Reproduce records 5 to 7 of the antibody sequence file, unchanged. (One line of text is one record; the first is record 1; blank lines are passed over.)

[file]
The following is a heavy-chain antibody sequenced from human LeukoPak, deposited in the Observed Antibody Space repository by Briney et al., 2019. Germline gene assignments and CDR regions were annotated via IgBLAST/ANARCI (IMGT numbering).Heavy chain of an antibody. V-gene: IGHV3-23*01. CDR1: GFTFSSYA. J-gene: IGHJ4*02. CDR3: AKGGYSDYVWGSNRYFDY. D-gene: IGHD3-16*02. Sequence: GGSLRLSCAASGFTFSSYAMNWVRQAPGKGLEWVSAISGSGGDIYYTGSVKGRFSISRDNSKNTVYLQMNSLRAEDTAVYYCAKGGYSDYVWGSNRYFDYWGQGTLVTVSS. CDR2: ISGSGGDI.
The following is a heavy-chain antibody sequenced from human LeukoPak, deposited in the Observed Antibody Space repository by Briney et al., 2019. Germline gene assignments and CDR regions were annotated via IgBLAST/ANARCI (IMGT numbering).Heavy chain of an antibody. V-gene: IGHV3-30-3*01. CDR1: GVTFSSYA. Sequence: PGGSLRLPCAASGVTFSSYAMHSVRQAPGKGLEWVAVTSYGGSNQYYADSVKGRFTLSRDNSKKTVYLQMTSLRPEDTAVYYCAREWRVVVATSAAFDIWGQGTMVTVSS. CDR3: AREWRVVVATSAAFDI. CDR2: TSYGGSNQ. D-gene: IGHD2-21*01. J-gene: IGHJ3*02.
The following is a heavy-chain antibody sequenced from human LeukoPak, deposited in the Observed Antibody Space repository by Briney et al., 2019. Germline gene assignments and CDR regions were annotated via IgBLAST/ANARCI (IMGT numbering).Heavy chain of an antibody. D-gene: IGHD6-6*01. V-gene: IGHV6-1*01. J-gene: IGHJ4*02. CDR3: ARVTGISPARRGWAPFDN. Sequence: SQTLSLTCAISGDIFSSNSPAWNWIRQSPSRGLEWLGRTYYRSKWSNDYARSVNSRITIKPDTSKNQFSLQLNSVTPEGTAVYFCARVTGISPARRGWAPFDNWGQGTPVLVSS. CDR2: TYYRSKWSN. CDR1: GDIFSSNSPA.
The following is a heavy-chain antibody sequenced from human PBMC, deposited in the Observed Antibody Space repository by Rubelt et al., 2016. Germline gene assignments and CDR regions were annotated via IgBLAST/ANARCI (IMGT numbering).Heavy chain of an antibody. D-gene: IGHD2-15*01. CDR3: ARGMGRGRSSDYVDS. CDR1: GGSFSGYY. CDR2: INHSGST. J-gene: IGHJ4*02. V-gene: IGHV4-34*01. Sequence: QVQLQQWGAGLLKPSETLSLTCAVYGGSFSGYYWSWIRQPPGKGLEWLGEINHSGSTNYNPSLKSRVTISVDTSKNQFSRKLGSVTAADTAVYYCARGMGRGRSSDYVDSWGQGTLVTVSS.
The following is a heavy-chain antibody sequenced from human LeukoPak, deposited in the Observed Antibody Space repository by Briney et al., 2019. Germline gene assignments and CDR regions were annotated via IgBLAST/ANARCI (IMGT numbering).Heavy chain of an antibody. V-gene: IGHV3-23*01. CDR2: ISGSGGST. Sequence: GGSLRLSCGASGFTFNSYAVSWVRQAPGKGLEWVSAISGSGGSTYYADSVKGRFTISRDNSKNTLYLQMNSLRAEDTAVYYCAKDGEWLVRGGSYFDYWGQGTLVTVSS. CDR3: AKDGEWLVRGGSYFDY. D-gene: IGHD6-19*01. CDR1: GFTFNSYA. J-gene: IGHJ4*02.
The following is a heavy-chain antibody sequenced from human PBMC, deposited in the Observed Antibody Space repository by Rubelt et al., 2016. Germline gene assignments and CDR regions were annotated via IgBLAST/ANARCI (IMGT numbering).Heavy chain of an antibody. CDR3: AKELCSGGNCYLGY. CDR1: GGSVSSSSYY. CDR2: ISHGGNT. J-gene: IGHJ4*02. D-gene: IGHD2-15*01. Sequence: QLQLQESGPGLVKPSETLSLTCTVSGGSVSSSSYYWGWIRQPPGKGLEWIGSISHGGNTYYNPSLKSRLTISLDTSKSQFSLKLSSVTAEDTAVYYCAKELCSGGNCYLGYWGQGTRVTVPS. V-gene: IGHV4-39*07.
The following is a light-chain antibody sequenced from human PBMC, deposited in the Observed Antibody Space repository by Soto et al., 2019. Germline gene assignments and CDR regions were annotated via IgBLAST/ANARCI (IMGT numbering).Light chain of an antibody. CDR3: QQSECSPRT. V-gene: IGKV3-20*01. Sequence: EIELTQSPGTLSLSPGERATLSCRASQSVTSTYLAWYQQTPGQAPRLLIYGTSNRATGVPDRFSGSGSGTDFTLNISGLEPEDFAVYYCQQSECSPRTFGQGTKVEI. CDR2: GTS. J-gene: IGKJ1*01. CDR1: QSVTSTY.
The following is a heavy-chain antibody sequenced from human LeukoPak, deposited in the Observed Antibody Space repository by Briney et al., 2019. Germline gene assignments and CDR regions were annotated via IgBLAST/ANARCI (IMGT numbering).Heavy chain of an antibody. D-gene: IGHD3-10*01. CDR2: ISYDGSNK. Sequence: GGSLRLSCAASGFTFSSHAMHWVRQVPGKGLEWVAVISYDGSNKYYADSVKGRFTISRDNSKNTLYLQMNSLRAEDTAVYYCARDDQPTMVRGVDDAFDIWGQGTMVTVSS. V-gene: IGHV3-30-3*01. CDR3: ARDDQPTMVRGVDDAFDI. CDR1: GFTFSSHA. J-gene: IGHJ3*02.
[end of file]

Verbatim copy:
The following is a heavy-chain antibody sequenced from human LeukoPak, deposited in the Observed Antibody Space repository by Briney et al., 2019. Germline gene assignments and CDR regions were annotated via IgBLAST/ANARCI (IMGT numbering).Heavy chain of an antibody. V-gene: IGHV3-23*01. CDR2: ISGSGGST. Sequence: GGSLRLSCGASGFTFNSYAVSWVRQAPGKGLEWVSAISGSGGSTYYADSVKGRFTISRDNSKNTLYLQMNSLRAEDTAVYYCAKDGEWLVRGGSYFDYWGQGTLVTVSS. CDR3: AKDGEWLVRGGSYFDY. D-gene: IGHD6-19*01. CDR1: GFTFNSYA. J-gene: IGHJ4*02.
The following is a heavy-chain antibody sequenced from human PBMC, deposited in the Observed Antibody Space repository by Rubelt et al., 2016. Germline gene assignments and CDR regions were annotated via IgBLAST/ANARCI (IMGT numbering).Heavy chain of an antibody. CDR3: AKELCSGGNCYLGY. CDR1: GGSVSSSSYY. CDR2: ISHGGNT. J-gene: IGHJ4*02. D-gene: IGHD2-15*01. Sequence: QLQLQESGPGLVKPSETLSLTCTVSGGSVSSSSYYWGWIRQPPGKGLEWIGSISHGGNTYYNPSLKSRLTISLDTSKSQFSLKLSSVTAEDTAVYYCAKELCSGGNCYLGYWGQGTRVTVPS. V-gene: IGHV4-39*07.
The following is a light-chain antibody sequenced from human PBMC, deposited in the Observed Antibody Space repository by Soto et al., 2019. Germline gene assignments and CDR regions were annotated via IgBLAST/ANARCI (IMGT numbering).Light chain of an antibody. CDR3: QQSECSPRT. V-gene: IGKV3-20*01. Sequence: EIELTQSPGTLSLSPGERATLSCRASQSVTSTYLAWYQQTPGQAPRLLIYGTSNRATGVPDRFSGSGSGTDFTLNISGLEPEDFAVYYCQQSECSPRTFGQGTKVEI. CDR2: GTS. J-gene: IGKJ1*01. CDR1: QSVTSTY.